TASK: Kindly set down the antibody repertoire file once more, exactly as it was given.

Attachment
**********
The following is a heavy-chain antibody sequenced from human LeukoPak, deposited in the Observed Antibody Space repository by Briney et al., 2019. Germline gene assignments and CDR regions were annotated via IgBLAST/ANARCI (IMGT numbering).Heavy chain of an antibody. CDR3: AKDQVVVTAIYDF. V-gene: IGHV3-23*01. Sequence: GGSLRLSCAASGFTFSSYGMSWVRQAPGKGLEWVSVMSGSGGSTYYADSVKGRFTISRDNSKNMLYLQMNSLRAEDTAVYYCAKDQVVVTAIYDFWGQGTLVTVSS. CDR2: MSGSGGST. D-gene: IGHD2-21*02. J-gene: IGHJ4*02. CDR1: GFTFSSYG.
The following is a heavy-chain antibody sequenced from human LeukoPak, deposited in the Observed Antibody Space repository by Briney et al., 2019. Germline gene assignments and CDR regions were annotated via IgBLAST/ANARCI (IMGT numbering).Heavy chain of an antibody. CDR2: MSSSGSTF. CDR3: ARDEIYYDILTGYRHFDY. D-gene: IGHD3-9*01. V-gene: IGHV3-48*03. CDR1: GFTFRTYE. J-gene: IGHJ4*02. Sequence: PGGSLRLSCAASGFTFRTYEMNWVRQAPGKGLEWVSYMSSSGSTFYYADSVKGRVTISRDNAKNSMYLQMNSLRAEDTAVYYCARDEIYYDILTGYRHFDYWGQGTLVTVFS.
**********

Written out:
The following is a heavy-chain antibody sequenced from human LeukoPak, deposited in the Observed Antibody Space repository by Briney et al., 2019. Germline gene assignments and CDR regions were annotated via IgBLAST/ANARCI (IMGT numbering).Heavy chain of an antibody. CDR3: AKDQVVVTAIYDF. V-gene: IGHV3-23*01. Sequence: GGSLRLSCAASGFTFSSYGMSWVRQAPGKGLEWVSVMSGSGGSTYYADSVKGRFTISRDNSKNMLYLQMNSLRAEDTAVYYCAKDQVVVTAIYDFWGQGTLVTVSS. CDR2: MSGSGGST. D-gene: IGHD2-21*02. J-gene: IGHJ4*02. CDR1: GFTFSSYG.
The following is a heavy-chain antibody sequenced from human LeukoPak, deposited in the Observed Antibody Space repository by Briney et al., 2019. Germline gene assignments and CDR regions were annotated via IgBLAST/ANARCI (IMGT numbering).Heavy chain of an antibody. CDR2: MSSSGSTF. CDR3: ARDEIYYDILTGYRHFDY. D-gene: IGHD3-9*01. V-gene: IGHV3-48*03. CDR1: GFTFRTYE. J-gene: IGHJ4*02. Sequence: PGGSLRLSCAASGFTFRTYEMNWVRQAPGKGLEWVSYMSSSGSTFYYADSVKGRVTISRDNAKNSMYLQMNSLRAEDTAVYYCARDEIYYDILTGYRHFDYWGQGTLVTVFS.